However, none of the above matters much because she is and will always be Della Street from the television show “Perry Mason” 1957-1966 and around 30 made for TV movies focusing on Perry Mason. He son William Katt even replaced William Hopper following his death. This was Barbara’s last film role. This beloved actress died in 2017 at the age of 94.
Fran Ryan played Lucy. Ryan often played grouchy tough female characters but always with a lovable side. Ryan had a number of film roles including Big Wednesday (1978), Rocky II (1979), Stripes (1981), and Pale Rider (1985). However, she was more familiar as a television actress. She played the maid on “The Doris Day Show” in 1968. She replaced Amada Blake on the last season of “Gunsmoke” in 1955 as Miss Hannah and replaced the original pig owning Doris Ziffel on “Green Acres” in 1965. Ryan died in 2000.
Charlene Tilton was one of the background party girls, and I only mention her because of the large role she later had on televisions “Dallas” 1978 – 1990.
Stacy Keach, Sr. had a small role as an Old Man by the beach. He had a long career but at this time is better known as the father of Stacy Keach.
Celia Milius had a small role as the bride of surfboard maker Bear. It is nice to be married to the director.
Director John Milius made a cameo as the pot dealer in Tijuana
The South Swell 1962
The movie begins with the seasonal swell of 1962 at Malibu. A strong wind is turning the waves into mountains of water.
Matt the Enforcer (Jan-Michael Vincent) is hung over. His two friends, Jack (William Katt), and Leroy the Masochist (Gary Busey) are taking him to the beach, but he has to make his way down on his own, even though he is too drunk to walk, much less surf. Leroy forces a kid to lend a board to Matt. Finally, the drunken Matt catches a wave, and he is the best surfer around.
Waxer (Darrell Fetty) and Peggy Gordon (Lee Purcell) are encouraging Jack to have a party for the end of the summer. They spend their days suffering and partying with friends. At the old pier, Bear (Sam Melville), an older guy, that builds surfer boards, keeps the guys connected with the traditions of the past. Bear tells the younger kids that no one surfers forever. Except may Old Shopping Cart (Hank Worden), a bum that pushes a shopping cart and fishes for food. Bear talks of surfing in Hawaii as he fiberglasses a board designed for big waves. Bear talks of the big wave coming again, and it will be Matt, Jack, and Leroy’s time.
On the way back from the beach, they stop at a café run by Lucy (Fran Ryan). There Jack meets a new waitress Sally (Patti D’Arbanville). The surfers get thrown out for food fighting. Later, Jack comes back to ask Sally out to the party. The party is full of drunken silliness. Jack’s mother (Barbara Hale) is calmly waiting in her room while the party goes on. New York Times film critic Janet Maslin wrote of Mr. Milius’ directing:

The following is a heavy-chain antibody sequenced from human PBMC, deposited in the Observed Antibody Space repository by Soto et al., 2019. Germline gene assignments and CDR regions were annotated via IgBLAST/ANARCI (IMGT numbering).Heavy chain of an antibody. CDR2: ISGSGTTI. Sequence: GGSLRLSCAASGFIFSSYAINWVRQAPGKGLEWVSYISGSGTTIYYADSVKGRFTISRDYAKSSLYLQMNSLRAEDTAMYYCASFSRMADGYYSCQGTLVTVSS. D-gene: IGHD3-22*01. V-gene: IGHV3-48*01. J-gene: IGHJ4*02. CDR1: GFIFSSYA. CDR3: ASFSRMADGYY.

“…encourages such stiffness in his players that Barbara Hale, for instance, is quite unconvincing as Mr. Katt’s mother. This is a faux pas of no mean eminence; after all, Miss Hale actually is Mr. Katt’s mother.”
She is reading “Catch-22.”
Finally, some guys crash the party and cause a big fight. They go for an Animal House (1978) moment as all the surfers scream “crashers” and leave what they’re doing, even having sex. After the fight, the party slows down. Matt and Peggy are drunk out of their minds as Bear happily watches over.
The three surfers, Sally, and Peggy head to Tijuana where they spend their time drinking beer under a bridge. Peggy announces that she is going to have a baby. Later they cruise the strip, and the director makes a cameo as a pot dealer. Leroy takes off with a cab driver, and Matt and Jack take their dates to the worst bar in Mexico to take a date. A local that knows Matt calls Peggy a whore and another fight starts. It ends with a knife fight and the Federalies shooting a man. As Matt runs away, he sees another body. In the morning, their car has been vandalized. Of course, they left it parked under a bridge in Mexico. Leroy shows up with a girl he has married. They leave her behind.
Sometime later, they go to the beach for an end of summer party. Jack takes Sally to see Bear, and he says the pier has been condemned, and they are living under a government state. Bear says he has to go live like an in-lander.
The West Swell 1965
Jack is working as a lifeguard, much to Bear’s chagrin. He gets his draft notice. Later he sees a drunk sleeping on the beach. It is Matt. Jack calls his old friend to the lifeguard station, but Matt leaves. Leroy has a draft notice for the same date. Sally shows up at the beach with her now three-year-old daughter. She says Matt got a draft notice as well. Matt plays bullfighter with the cars and causes a bad wreck. Later Jack finds Matt and knocks him senseless before ordering him off the beach.
Bear is back in business and more successful than ever. He is getting married. Waxer works in the shop. Matt comes sheepishly into the shop. Bear utters the essential truth – you need a friend when you’re wrong, not when your right. Matt is still the best surfer, but he can’t get past his own drinking. Bear gives Matt a hard lesson about growing up. In the background are Bear’s purple heart and bronze star possibly from the Korean Conflict.
At the wedding, Bear says friends are the most important thing anyone has got. Jack and Matt reconcile under the mentoring of Bear. The bride is Celia Milius. It’s good to know the director.